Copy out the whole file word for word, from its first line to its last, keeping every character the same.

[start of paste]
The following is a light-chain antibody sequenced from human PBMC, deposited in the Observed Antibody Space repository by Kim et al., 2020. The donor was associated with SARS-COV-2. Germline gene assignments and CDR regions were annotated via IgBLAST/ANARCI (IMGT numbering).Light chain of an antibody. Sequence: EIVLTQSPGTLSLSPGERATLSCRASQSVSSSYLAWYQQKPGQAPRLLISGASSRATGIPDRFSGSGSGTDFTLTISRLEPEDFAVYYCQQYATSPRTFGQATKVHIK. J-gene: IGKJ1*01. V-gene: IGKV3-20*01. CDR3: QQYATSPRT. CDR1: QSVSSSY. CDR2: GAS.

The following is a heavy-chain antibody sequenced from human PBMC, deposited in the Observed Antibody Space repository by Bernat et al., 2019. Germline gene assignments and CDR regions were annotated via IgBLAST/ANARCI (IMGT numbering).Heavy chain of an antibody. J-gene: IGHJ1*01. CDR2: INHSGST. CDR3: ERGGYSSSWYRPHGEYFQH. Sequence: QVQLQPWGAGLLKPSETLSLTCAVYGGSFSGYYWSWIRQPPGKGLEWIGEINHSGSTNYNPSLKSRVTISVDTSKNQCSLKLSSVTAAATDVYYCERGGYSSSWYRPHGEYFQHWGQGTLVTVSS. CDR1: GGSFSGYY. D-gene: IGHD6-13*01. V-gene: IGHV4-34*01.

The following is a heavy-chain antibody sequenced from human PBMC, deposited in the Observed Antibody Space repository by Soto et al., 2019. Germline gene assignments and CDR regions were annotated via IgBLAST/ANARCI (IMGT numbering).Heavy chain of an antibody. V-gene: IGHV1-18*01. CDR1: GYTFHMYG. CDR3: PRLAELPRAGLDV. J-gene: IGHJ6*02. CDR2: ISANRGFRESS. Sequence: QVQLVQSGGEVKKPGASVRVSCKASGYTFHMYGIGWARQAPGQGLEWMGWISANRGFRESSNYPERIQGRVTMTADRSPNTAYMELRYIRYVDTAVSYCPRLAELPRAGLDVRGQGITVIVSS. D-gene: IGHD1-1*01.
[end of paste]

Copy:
The following is a light-chain antibody sequenced from human PBMC, deposited in the Observed Antibody Space repository by Kim et al., 2020. The donor was associated with SARS-COV-2. Germline gene assignments and CDR regions were annotated via IgBLAST/ANARCI (IMGT numbering).Light chain of an antibody. Sequence: EIVLTQSPGTLSLSPGERATLSCRASQSVSSSYLAWYQQKPGQAPRLLISGASSRATGIPDRFSGSGSGTDFTLTISRLEPEDFAVYYCQQYATSPRTFGQATKVHIK. J-gene: IGKJ1*01. V-gene: IGKV3-20*01. CDR3: QQYATSPRT. CDR1: QSVSSSY. CDR2: GAS.

The following is a heavy-chain antibody sequenced from human PBMC, deposited in the Observed Antibody Space repository by Bernat et al., 2019. Germline gene assignments and CDR regions were annotated via IgBLAST/ANARCI (IMGT numbering).Heavy chain of an antibody. J-gene: IGHJ1*01. CDR2: INHSGST. CDR3: ERGGYSSSWYRPHGEYFQH. Sequence: QVQLQPWGAGLLKPSETLSLTCAVYGGSFSGYYWSWIRQPPGKGLEWIGEINHSGSTNYNPSLKSRVTISVDTSKNQCSLKLSSVTAAATDVYYCERGGYSSSWYRPHGEYFQHWGQGTLVTVSS. CDR1: GGSFSGYY. D-gene: IGHD6-13*01. V-gene: IGHV4-34*01.

The following is a heavy-chain antibody sequenced from human PBMC, deposited in the Observed Antibody Space repository by Soto et al., 2019. Germline gene assignments and CDR regions were annotated via IgBLAST/ANARCI (IMGT numbering).Heavy chain of an antibody. V-gene: IGHV1-18*01. CDR1: GYTFHMYG. CDR3: PRLAELPRAGLDV. J-gene: IGHJ6*02. CDR2: ISANRGFRESS. Sequence: QVQLVQSGGEVKKPGASVRVSCKASGYTFHMYGIGWARQAPGQGLEWMGWISANRGFRESSNYPERIQGRVTMTADRSPNTAYMELRYIRYVDTAVSYCPRLAELPRAGLDVRGQGITVIVSS. D-gene: IGHD1-1*01.